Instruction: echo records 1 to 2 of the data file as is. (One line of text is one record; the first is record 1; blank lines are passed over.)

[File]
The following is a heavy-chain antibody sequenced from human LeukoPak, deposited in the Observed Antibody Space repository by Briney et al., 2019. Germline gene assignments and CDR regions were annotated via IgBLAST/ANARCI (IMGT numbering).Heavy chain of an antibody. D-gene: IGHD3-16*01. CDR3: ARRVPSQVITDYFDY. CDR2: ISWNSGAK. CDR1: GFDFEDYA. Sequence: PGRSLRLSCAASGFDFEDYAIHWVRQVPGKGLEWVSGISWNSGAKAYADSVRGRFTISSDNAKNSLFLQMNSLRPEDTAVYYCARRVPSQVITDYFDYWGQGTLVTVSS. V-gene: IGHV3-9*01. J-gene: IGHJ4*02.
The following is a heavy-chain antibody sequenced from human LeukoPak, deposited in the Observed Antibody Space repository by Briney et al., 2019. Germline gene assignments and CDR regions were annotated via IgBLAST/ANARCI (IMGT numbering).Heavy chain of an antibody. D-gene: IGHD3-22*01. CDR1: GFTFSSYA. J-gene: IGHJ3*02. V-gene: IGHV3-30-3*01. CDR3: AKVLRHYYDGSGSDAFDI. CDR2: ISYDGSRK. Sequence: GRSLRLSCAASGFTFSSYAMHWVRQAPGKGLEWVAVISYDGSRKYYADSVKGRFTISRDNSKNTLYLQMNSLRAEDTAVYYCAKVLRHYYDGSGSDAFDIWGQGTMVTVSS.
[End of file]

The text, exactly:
The following is a heavy-chain antibody sequenced from human LeukoPak, deposited in the Observed Antibody Space repository by Briney et al., 2019. Germline gene assignments and CDR regions were annotated via IgBLAST/ANARCI (IMGT numbering).Heavy chain of an antibody. D-gene: IGHD3-16*01. CDR3: ARRVPSQVITDYFDY. CDR2: ISWNSGAK. CDR1: GFDFEDYA. Sequence: PGRSLRLSCAASGFDFEDYAIHWVRQVPGKGLEWVSGISWNSGAKAYADSVRGRFTISSDNAKNSLFLQMNSLRPEDTAVYYCARRVPSQVITDYFDYWGQGTLVTVSS. V-gene: IGHV3-9*01. J-gene: IGHJ4*02.
The following is a heavy-chain antibody sequenced from human LeukoPak, deposited in the Observed Antibody Space repository by Briney et al., 2019. Germline gene assignments and CDR regions were annotated via IgBLAST/ANARCI (IMGT numbering).Heavy chain of an antibody. D-gene: IGHD3-22*01. CDR1: GFTFSSYA. J-gene: IGHJ3*02. V-gene: IGHV3-30-3*01. CDR3: AKVLRHYYDGSGSDAFDI. CDR2: ISYDGSRK. Sequence: GRSLRLSCAASGFTFSSYAMHWVRQAPGKGLEWVAVISYDGSRKYYADSVKGRFTISRDNSKNTLYLQMNSLRAEDTAVYYCAKVLRHYYDGSGSDAFDIWGQGTMVTVSS.